This means they are entitled to the national minimum wage, statutory sick pay, family-related leave, and statutory notice, as well as time off in accordance with the Working Time Directive.
They also have the right to be protected from unjustified dismissal and unlawful discrimination. As a result, it’s critical to remember that if you’re terminating a probationary employee, you’ll need evidence to show that your reasons for termination are reasonable and nondiscriminatory.
You must also make reasonable accommodations for a probationary employee with a disability, in accordance with their right not to be discriminated against unlawfully because of their disability.
Although employees on probation have the same statutory rights as other employees, some employers choose to hold off on providing certain (non-statutory) benefits, such as enhanced sick pay, until the employee has successfully completed their probation period.
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What are the Notice Requirements During a Probation Period in the UK?
Both the employer and the employee must give notice during the probation period according to the terms of the employment contract.
This must be at least the statutory one-week notice period after the first month of employment.
This means you are not required to give notice during the first month of your probationary period unless your employment contract states otherwise.
Dismissing a Probationary Employee
In accordance with the clause in your employment contract, you have the power to dismiss an employee at any time during their probationary period.
After raising concerns with them, you should give them a period of time to improve before dismissing them.
The amount of time you give them will be determined by the severity of their failure to meet expectations and whether or not there are any signs of improvement or attempts at improvement.
If you still think the employee isn’t right for the job, schedule a formal probation review meeting with them.
Conducting a Probation Review Meeting Fairly (and Legally)
If, despite informal discussions in which you have raised your concerns and clearly defined your expectations, an employee still does not appear to be right for the job, you should invite them to a probation review meeting to discuss terminating their contract.
Review your notes from your catch-ups with your new employee to prepare for the meeting, and make sure you have specific examples of where they have failed to meet required standards.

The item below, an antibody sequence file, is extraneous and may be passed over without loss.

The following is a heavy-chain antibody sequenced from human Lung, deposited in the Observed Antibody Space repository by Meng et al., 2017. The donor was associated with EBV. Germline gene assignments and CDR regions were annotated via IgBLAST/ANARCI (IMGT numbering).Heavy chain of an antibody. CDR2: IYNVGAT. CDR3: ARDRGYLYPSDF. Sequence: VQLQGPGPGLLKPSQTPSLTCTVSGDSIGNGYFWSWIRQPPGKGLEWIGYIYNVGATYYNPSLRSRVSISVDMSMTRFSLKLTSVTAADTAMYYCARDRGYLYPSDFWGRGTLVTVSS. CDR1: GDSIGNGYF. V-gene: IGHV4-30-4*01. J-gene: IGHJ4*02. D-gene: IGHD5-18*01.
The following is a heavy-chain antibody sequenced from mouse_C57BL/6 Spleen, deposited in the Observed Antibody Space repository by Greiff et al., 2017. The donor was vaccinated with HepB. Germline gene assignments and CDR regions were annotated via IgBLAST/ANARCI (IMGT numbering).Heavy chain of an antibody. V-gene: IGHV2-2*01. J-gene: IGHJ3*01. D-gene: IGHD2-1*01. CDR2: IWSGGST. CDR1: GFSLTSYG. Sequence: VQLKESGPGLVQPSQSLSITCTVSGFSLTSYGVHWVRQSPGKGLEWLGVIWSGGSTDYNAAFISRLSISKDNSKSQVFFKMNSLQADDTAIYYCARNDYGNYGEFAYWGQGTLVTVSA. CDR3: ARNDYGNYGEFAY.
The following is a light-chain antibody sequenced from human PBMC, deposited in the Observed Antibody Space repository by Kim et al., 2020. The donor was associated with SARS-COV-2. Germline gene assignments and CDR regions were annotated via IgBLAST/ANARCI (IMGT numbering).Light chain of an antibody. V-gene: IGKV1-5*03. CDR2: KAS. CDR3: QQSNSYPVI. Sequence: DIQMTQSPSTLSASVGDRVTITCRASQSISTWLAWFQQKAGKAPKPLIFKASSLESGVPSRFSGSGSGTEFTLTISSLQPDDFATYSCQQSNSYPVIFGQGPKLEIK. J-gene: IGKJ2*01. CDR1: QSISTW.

- Begin by stating the purpose of the meeting: to evaluate performance and conduct during the probationary period.
- Also, let the employee know that he or she will be able to respond to what you say.
- Provide specific examples of how the employee has fallen short of expectations.
- Be as specific as possible, comparing and contrasting their performance to what was expected.
- Communicate what you’ve seen in a straightforward and honest manner, without sounding accusatory.
- Encourage the employee to comment on what you’ve observed. Keep an open mind because there could be a valid reason for their difficulties.
- Allow yourself time to make a thoughtful decision by adjourning the meeting. At this time you can choose to extend the probation period to give the employee more time to demonstrate their worth or formalise the process to terminate them.
Covering Your (Legal) Back
There are two important steps to remember when dismissing an employee who is on probation:
Give Proper Legal Notice
If you’re terminating a probationary employee, make sure you give them enough notice. You might want to fire them on the same day as the meeting, in which case you’d pay them in lieu of their notice period.
This should be in accordance with the probationary period’s contractual notice period, as specified in their employment contract.
As previously stated, even during the probationary period, this contractual notice cannot be less than the statutory notice period, which requires a minimum of a week’s notice if the employee has worked for more than a month.
Give the Employee a Chance to Appeal
Providing an opportunity to appeal during the probationary period is not required by law, but it is recommended because it will highlight any potential discrimination claim that the employee may intend to make.
This should give you the opportunity to resolve any internal conflicts and avoid an Employment Tribunal claim, something no employer wants to have to face, even when they believe they are in the right.
What is a probation period?
A probation period is a temporary timeline within which you are evaluated to see if you are a good fit for a specific position.
How long is a probation period?
This refers to a predetermined timeline, depending on the position and the organisation. However, it can be anywhere from three to six months.
Do you get paid during the probation period?
Yes. You are still entitled to your employment rights, This means that you should receive a standard salary.
Is a 6 month probation period legal?
Legally speaking, there isn’t a specific law that can control the overall length of a probationary period. Once hired, your record will show that you began working on your hiring date rather than after your probationary period.